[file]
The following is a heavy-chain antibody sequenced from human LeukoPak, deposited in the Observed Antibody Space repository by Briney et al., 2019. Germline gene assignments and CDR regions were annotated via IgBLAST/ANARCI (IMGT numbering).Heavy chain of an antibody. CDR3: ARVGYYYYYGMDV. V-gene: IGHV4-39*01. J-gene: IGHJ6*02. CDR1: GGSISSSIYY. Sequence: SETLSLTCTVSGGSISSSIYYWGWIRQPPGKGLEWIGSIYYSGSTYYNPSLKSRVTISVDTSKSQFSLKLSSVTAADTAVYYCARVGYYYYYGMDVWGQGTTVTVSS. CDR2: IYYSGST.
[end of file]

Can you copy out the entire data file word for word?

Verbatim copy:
The following is a heavy-chain antibody sequenced from human LeukoPak, deposited in the Observed Antibody Space repository by Briney et al., 2019. Germline gene assignments and CDR regions were annotated via IgBLAST/ANARCI (IMGT numbering).Heavy chain of an antibody. CDR3: ARVGYYYYYGMDV. V-gene: IGHV4-39*01. J-gene: IGHJ6*02. CDR1: GGSISSSIYY. Sequence: SETLSLTCTVSGGSISSSIYYWGWIRQPPGKGLEWIGSIYYSGSTYYNPSLKSRVTISVDTSKSQFSLKLSSVTAADTAVYYCARVGYYYYYGMDVWGQGTTVTVSS. CDR2: IYYSGST.